Israeli Prime Minister Yitzhak Rabin has offered a small, symbolic withdrawal in return for full peace and then further talks after three years -- with no guarantee of what the final border will be. But such talk does not impress Israeli activists who want to keep the Golan Heights, including the 13,500 residents of the region.

They are spread out in more than 30 settlements, engaged mainly in agriculture but also some industry, including the production of some of Israel's best wine. Their land also includes the sources of about 30 percent of Israel's fresh water -- a resource they say cannot be placed in Syria's hands.

The settlers' spokeswoman, Marla van Meter, says with Israel's military strength and potential financial incentives from the United States, Israel does not need to offer Syria land for peace.

"The residents of the Golan are working toward convincing the present government of Yitzhak Rabin to start negotiating with Syria on the basis of peace for peace, that peace in this region benefits both countries, in terms of opportunities for trade, tourism, diplomatic ties, etc."

Van Meter says Syria would benefit much more from such economic development than it would from regaining control of the fairly small territory of the Golan Heights. But she knows she would have a difficult time convincing Syrian President Hafez al Assad of that. Assad has made unprecedented moves in recent weeks to show his interest in a peace agreement, but he continues to demand the return of all the territory he lost in 1967.

So, that is the tough issue at the center of these talks. Either Syria will get all of the territory -- or it will not. And while Peres says "creativity" could be the solution, that means worry and possibly disaster for Marla van Meter and the other Golan residents.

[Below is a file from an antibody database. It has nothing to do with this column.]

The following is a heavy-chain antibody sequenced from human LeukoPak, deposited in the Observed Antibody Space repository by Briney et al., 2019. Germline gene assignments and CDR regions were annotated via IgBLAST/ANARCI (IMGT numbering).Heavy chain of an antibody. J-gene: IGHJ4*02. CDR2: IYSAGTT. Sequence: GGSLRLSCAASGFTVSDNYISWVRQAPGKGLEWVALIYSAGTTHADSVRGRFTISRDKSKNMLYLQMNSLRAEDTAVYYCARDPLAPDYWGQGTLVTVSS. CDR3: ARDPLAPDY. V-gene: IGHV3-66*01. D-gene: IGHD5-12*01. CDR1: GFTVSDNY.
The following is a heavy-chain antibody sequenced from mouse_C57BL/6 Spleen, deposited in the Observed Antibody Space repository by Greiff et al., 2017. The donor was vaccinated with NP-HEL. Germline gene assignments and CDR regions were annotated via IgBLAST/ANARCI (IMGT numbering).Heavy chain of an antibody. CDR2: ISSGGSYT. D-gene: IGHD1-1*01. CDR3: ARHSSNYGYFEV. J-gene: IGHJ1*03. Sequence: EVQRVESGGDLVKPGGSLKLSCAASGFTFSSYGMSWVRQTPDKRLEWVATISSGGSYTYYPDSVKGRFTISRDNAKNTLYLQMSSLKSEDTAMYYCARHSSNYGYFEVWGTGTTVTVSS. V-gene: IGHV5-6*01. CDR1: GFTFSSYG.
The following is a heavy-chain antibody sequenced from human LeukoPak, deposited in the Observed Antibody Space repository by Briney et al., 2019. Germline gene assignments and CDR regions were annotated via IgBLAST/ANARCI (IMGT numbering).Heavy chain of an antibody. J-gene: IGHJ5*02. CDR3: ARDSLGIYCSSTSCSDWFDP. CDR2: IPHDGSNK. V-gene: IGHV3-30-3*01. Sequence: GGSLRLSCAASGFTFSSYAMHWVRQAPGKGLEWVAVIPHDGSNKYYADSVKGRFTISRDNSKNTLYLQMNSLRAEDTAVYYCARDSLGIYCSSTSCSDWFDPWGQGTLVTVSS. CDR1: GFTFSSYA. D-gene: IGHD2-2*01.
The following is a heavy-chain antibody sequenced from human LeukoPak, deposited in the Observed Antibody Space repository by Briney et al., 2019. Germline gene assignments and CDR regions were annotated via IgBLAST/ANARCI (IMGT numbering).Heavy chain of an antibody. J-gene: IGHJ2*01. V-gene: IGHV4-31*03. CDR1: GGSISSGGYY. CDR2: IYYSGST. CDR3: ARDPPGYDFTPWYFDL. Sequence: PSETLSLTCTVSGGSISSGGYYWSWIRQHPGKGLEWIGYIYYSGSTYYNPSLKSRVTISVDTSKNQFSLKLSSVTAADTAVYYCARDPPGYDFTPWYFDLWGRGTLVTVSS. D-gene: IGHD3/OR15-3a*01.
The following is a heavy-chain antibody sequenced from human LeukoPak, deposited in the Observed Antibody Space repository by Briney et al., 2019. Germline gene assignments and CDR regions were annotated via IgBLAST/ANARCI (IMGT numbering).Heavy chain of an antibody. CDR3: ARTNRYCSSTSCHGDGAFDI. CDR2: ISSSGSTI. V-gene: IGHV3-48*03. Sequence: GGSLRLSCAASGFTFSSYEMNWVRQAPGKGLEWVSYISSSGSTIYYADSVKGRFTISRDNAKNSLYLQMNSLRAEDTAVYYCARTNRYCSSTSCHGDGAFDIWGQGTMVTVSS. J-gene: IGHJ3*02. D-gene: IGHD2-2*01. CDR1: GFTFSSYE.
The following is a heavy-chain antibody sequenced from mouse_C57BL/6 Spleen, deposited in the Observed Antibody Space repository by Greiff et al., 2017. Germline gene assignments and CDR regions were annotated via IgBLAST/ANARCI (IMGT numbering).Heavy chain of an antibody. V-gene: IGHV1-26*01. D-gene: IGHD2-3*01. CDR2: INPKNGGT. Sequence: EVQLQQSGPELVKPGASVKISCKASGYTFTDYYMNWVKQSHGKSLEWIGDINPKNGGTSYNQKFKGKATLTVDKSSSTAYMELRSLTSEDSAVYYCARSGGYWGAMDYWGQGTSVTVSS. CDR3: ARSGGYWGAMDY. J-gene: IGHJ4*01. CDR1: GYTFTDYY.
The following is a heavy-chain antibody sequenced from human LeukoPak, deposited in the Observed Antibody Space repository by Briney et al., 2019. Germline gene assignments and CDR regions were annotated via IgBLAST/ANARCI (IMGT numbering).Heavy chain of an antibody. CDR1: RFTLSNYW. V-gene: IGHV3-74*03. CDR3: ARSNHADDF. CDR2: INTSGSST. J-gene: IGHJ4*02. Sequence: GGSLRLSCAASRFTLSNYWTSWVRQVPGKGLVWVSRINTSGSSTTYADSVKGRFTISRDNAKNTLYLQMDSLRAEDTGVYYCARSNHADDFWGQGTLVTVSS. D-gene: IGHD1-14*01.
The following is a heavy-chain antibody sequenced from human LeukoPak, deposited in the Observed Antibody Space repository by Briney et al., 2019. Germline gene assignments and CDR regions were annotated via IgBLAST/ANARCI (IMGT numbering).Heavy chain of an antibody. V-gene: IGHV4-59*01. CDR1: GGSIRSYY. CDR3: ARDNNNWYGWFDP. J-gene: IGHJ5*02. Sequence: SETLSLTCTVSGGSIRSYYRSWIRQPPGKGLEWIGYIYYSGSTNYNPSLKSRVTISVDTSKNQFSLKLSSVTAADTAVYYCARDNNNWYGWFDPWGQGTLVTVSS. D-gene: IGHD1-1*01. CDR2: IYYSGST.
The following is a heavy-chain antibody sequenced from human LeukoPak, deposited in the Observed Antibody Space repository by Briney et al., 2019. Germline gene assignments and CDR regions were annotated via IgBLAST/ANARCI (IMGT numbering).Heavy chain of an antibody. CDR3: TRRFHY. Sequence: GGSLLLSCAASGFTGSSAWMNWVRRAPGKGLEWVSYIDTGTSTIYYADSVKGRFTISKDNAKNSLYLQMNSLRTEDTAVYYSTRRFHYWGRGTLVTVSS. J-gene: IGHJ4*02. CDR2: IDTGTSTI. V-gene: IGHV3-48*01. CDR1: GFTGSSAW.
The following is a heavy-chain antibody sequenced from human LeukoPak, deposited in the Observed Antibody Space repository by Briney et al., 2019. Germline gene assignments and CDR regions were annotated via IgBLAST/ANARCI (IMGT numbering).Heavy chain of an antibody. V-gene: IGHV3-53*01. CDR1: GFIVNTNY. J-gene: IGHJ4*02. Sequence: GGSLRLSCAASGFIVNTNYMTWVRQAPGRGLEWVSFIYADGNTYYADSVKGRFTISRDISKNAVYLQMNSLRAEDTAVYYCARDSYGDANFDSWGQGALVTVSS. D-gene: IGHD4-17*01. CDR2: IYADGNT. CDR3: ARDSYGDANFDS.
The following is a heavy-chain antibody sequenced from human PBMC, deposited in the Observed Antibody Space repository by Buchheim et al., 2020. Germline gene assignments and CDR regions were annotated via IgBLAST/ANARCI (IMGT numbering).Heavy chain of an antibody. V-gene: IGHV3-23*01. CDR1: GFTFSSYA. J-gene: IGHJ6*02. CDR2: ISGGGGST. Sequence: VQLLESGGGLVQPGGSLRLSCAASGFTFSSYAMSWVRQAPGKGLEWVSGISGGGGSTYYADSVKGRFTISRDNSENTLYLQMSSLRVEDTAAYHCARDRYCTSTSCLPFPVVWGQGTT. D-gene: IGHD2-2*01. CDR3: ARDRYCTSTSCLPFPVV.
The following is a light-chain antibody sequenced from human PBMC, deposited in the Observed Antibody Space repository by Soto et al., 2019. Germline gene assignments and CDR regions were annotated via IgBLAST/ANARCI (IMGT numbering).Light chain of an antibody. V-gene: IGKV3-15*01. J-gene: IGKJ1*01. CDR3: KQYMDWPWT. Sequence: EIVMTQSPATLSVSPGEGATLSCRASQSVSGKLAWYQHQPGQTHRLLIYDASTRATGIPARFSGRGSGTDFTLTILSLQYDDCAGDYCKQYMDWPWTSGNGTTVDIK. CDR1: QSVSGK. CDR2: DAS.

Do we live in this fear of "three years left, with the clock ticking" or do we believe that those small, cosmetic concessions will be enough for the State of Israel and we go on with our lives happily as we have the past 27 years? It is difficult," van Meter says. "So, we have to fight against this idea of land concessions and especially the dismantling of communities here."

She says the government has already gone back on its campaign promise not to give up any of the Golan Heights region. And she says it would be a shame to return the land to Syria -- still a radical, totalitarian state which never settled or developed the area when it controlled it -- and in the process to uproot thousands of productive Israelis and risk the country's security. Others argue that a peace treaty would guarantee Israel's security, and to achieve that is worth giving up the Golan Heights and forcing a few thousand people to move.

Those are some of the issues US envoy Ross and his delegation must wrestle with as they seek some diplomatic common ground between Syria and Israel, in an effort to keep the momentum of the Middle East peace process going.